24 NOVEMBER 1961, Page 5

The Intriguers



AN unspoken question was in almost every A mind in the Bundestag as the new govern- ment was sworn in what had the long, bitter and humiliating intrigue over the new West German Cabinet brought in solid results? The answer: almost nothing. The junior partner in the new coalition has five Ministers for its sixty-seven MPs, not one of whom was elected in his ,own right but all on the 'Second List'; that is, on pro- portional representation. But the Cabinet has also been increased by two further members to keep the balance; a woman for the first time, Frau Elisabeth Schwarzhaupt (National Health), and a Minister without Portfolio, Adenauer's loyal old friend and party manager, Heinrich Krone. And the new FDP post of Minister of Economic Cooperation, which was to have been a rival shop to Erhard's Economic Ministry, is occupied by Walter Scheel, who has already shown distinct signs of coming under the influence of the eco- nomic genius Erhard. Erhard is not such a poor politician as his intimate enemy Adenauer would like the public to believe.

All the various groups, too, who were trying to oust the Chancellor are now marked men; their misdeeds known to the old autocrat and stored away in his capacious and unforgiving memory. Defence Minister Strauss made a 'Secret' pact with the leader of the Free Democrats before the election to carve the cake anew; and though he failed to oust Adenauer, he succeeded in his other favourite scheme to get rid of the Chancel- lor's loyal aide at the Foreign Office. But when von Brentano did go, Strauss was no nearer his real goal (always visible through his frequent assertions that he would not leave the Defence Ministry); for the Chancellor's young man, Ger- hard Schroeder, got the job; and though Schroeder is not unfriendly to the Free Demo- crats, he does not care too much for Strauss. A small gain there for the Free Democrats, perhaps, but a loss for their best friend Strauss and a source of future suspicions between the 'secret' allies.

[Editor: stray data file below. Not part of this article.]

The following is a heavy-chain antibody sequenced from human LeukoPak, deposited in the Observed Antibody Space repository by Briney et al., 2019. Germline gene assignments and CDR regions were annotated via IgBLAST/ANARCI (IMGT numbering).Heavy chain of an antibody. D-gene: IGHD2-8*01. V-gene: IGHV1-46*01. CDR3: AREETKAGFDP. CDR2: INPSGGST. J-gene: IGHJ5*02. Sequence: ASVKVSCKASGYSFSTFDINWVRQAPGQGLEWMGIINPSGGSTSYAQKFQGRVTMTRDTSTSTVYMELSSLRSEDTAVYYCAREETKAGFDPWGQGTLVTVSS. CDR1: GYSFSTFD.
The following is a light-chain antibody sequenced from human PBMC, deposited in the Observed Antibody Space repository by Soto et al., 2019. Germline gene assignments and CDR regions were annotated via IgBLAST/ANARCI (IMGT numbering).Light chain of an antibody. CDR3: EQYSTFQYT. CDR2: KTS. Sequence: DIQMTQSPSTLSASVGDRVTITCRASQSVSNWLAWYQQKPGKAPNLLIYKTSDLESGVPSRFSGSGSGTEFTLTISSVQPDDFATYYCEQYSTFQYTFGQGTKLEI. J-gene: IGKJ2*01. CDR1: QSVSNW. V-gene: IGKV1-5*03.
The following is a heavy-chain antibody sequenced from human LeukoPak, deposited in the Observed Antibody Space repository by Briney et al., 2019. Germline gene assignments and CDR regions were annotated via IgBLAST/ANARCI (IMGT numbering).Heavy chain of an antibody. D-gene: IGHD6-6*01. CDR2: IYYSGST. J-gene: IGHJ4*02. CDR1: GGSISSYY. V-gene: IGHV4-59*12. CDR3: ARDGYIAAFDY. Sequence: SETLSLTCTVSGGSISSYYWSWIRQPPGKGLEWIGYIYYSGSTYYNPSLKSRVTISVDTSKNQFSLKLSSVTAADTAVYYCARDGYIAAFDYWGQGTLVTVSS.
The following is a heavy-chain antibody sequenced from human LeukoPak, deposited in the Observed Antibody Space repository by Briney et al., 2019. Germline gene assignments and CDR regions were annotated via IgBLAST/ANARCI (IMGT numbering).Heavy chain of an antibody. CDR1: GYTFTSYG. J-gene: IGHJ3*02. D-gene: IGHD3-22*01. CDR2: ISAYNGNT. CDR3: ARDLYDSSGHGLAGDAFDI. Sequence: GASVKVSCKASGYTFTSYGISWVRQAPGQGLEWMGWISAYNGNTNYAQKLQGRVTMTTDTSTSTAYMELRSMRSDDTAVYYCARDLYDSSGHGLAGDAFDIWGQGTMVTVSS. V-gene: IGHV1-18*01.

Eugen Gerstenmaier, too, re-elected President (Speaker) of the Bundestag once again, is openly apposed to his own party leader Adenauer; he left the Parliamentary Party meeting with Economics Minister Erhard before the roll was called for agreement to the coalition. Erhard himself, the greatest single asset of the Christian Democratic Union, is now openly and implacably hostile to his old chief. When he threatened to resign over the new Ministry of Economic Cooperation (to be chiefly concerned with foreign aid). Adenauer persuaded him to think again by assuring 'him that 'he respected Erhard's views on the subject'; yet an hour or so later the Ministry was definitely promised to the Free Democrats. By then it was too late for Erhard to carry out his threat and upset the new government—he had waited too long. He stayed in the Cabinet, but it is not likely he will forgive this last piece of double-dealing from the Chancellor.